Only a few days to go: We’re raising £25,000 to keep TheyWorkForYou running and make sure people across the UK can hold their elected representatives to account.

Donate to our crowdfunder

European Union (Withdrawal) Bill - Committee (7th Day) (Continued)

Part of the debate – in the House of Lords at 4:45 pm on 14th March 2018.

Alert me about debates like this

Photo of Lord Callanan Lord Callanan Minister of State (Department for Exiting the European Union) 4:45 pm, 14th March 2018

Everything I say is meaningful. Although we can look again at elements of the power, we will not be removing it from the Bill in its entirety, as Amendment 194, tabled by the noble Lord, Lord Adonis, who I am glad to see is still with us, would have it.

It is prudent to keep Clause 9 as part of this Bill. We do not yet know the shape or the outcome of future negotiations. It is crucial that we have the necessary legislative mechanisms available to us to fully implement the withdrawal agreement in time for exit day. There may well be a number of more technical separation issues which will need to be legislated for, depending on the shape of the final agreement. It is long established that where legislation is intended to make smaller, more detailed changes, secondary legislation can be an appropriate vehicle. It is also not uncommon for the principles of an international agreement to be implemented through secondary legislation.

Let me give an example. The Nuclear Installations (Liability for Damage) Order 2016 implements the 2004 protocol to the Convention on Third Party Liability in the Field of Nuclear Energy—a matter with which I am sure noble Lords are fully familiar.

To be clear, however, Clause 9 is not intended to implement major elements of the withdrawal agreement. I understand that this distinction might seem a little abstract so I will demonstrate with a few more illustrative examples, although with the caveat that we cannot know for certain until the withdrawal agreement has been finalised. Clause 9 may be required, for example, to legislate for the position of ongoing administrative proceedings when we leave the EU. This is a broad basket of more technical issues such as proceedings on competition and antitrust under regulation 1/2003 or procedures on the concentration of undertakings/mergers under regulation 139/2004. These are quite complex, technical issues that do not need to be put into any Bill but must be legislated for.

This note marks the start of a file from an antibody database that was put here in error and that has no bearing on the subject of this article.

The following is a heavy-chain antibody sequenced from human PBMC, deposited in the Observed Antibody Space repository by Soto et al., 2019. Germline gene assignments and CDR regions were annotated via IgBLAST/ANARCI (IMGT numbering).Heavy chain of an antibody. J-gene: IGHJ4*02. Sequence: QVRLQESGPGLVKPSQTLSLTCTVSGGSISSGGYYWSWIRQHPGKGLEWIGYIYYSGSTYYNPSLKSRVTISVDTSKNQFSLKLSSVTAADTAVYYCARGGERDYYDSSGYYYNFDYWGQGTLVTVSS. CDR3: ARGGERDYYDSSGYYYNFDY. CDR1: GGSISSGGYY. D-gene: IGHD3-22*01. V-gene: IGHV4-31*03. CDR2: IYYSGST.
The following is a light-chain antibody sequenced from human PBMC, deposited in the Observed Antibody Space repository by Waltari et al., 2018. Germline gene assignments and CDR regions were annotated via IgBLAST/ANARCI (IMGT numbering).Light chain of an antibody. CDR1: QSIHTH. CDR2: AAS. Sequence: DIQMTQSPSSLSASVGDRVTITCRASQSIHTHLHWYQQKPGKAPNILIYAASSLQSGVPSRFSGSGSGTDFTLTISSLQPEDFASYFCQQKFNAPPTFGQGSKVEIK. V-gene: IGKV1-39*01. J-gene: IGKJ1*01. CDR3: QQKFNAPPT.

Another area that Clause 9 could be used for relates to the privileges and immunities afforded by the UK to the EU, its institutions, bodies and staff post exit. These are a standard feature of international law and are generally considered necessary for the proper functioning of international organisations. Privileges and immunities for the EU are currently implemented under protocol 7 of the Treaty on the Functioning of the European Union. After exit, the EU will continue to require privileges and immunities to cover any functions that it has during the implementation period or for winding down its existing operations, and our agreement on privileges and immunities will need to be implemented in domestic legislation. If noble Lords would like further detail, I encourage them to consult the Hansard record of Committee in the other place where further details were offered on potential examples.

I do not need to remind noble Lords, particularly the noble Baroness, Lady McDonagh, that the amendment to Clause 9 that was approved in the other place means that the clause can be used only subject to the prior enactment of a statute by Parliament approving the final terms of the withdrawal of the UK from the EU. That is an exceptional check on the power, and of course we stand by that.

I have been left in no doubt of the strength of feeling in the House about Clause 9. As with other contentious areas of the Bill, I look forward to meetings and discussions with noble Lords to see what can be done ahead of Report. With that in mind, I hope noble Lords will not pursue their amendments.